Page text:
Document Services sees drop in business

Due to the college's sustainability efforts, Document Services has seen a substantial decline in business in recent years. Demand for paper has decreased from six truckloads per year to only two and a half. Photo by Katie Mazos, The Campus Ledger.

Rebekah Lodos

Special to the Ledger

Document Services has seen a steady decline in business over the past few years due to the college’s sustainability efforts and transition to online communication.  

Printing for classroom materials has dropped 30 percent in the past five years according to Bruce Hines, director of Document Services. Marketing Communications has cut the quantity of printed brochures by putting the information online and demand for paper has decreased from six truckloads per year to only two and a half.  

“The sustainability initiative and the digital work has really helped with that a lot,” Hines said. “[With] the initiatives to be more sustainable, there was a lot more discussion about ways to do that. We started seeing an impact … a big trend of reduction in run lengths for production of documents for marketing pieces … with all the new online marketing and ways to communicate through email and social media.” 

The Document Services team has operators in offset printing who have made a wide range of material from business cards to posters for the college.

The college began focusing on initiatives to go green in 2008 when former President Terry Calaway signed the American College & University Presidents Climate Commitment (ACUPCC). The college’s Center of Sustainability launched shortly after in 2009. 

“Our signing the ACUPCC in 2008 … is an important step that many campuses don’t achieve until later in conversations about sustainability,” said Kristy Howell, Sustainability Education and Engagement coordinator in the Center for Sustainability.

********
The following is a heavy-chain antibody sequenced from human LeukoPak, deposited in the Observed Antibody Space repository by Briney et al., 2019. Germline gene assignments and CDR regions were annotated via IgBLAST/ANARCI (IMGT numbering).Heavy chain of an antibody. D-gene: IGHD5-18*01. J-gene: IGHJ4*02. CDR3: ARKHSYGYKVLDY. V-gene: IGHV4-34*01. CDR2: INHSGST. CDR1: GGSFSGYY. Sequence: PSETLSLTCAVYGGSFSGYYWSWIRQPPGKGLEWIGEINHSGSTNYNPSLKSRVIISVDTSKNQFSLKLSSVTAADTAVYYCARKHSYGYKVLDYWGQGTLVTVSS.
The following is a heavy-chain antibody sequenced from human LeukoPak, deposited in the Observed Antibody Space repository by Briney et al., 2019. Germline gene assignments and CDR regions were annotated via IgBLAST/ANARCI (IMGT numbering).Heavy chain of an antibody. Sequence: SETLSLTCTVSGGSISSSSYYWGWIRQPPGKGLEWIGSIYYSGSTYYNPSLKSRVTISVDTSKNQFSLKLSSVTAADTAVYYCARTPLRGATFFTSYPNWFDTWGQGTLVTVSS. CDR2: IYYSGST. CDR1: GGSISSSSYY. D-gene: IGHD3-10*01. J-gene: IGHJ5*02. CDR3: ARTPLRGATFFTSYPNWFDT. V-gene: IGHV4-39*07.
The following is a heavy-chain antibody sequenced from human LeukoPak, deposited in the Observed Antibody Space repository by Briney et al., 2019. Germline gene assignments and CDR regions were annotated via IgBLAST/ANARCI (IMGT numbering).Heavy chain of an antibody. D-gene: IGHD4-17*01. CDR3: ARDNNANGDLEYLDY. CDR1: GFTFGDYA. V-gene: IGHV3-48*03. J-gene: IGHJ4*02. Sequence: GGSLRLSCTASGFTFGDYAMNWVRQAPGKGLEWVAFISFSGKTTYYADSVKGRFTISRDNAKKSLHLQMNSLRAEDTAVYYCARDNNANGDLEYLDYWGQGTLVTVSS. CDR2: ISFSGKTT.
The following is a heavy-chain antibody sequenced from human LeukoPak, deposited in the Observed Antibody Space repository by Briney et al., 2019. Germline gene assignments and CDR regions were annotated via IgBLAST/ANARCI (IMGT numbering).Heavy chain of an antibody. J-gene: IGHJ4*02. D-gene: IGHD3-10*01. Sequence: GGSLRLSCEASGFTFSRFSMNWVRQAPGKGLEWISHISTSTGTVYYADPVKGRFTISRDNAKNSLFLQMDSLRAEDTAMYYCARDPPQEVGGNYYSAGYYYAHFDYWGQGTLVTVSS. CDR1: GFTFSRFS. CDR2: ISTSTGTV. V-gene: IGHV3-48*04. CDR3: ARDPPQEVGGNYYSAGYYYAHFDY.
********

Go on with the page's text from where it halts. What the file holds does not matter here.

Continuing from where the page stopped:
The college has been a leading force in the movement to make higher education environmentally friendly and is the 2016 Climate Leadership Award winner for two-year institutions in the United States. 

Still, some departments have suffered loss during the process that began in 2009. Document Services has downsized as a result of less business. It was previously two separate departments with around 12 full-time and four part-time employees. Now, Document Services has only five full-time and four part-time employees.  

“We’ve been adjusting over the years,” Hines said. “As people leave we just resize ourselves. It’s been gradual, we’ve kind of been moving with the reductions in the work orders. We work with our team to adjust that way and it’s worked out pretty good.” 

Despite less business, the department has eagerly joined in the effort to go green.  

“We recycle everything,” said Duane Quillen, production manager at Document Services. “Aluminum plates that come in press, any cutting that we do, any scrap material and stuff is collected. We put all of our paper back in.” 

Quillen said the department has used recycled paper for many years and will switch to even more eco-friendly paper in the future.  


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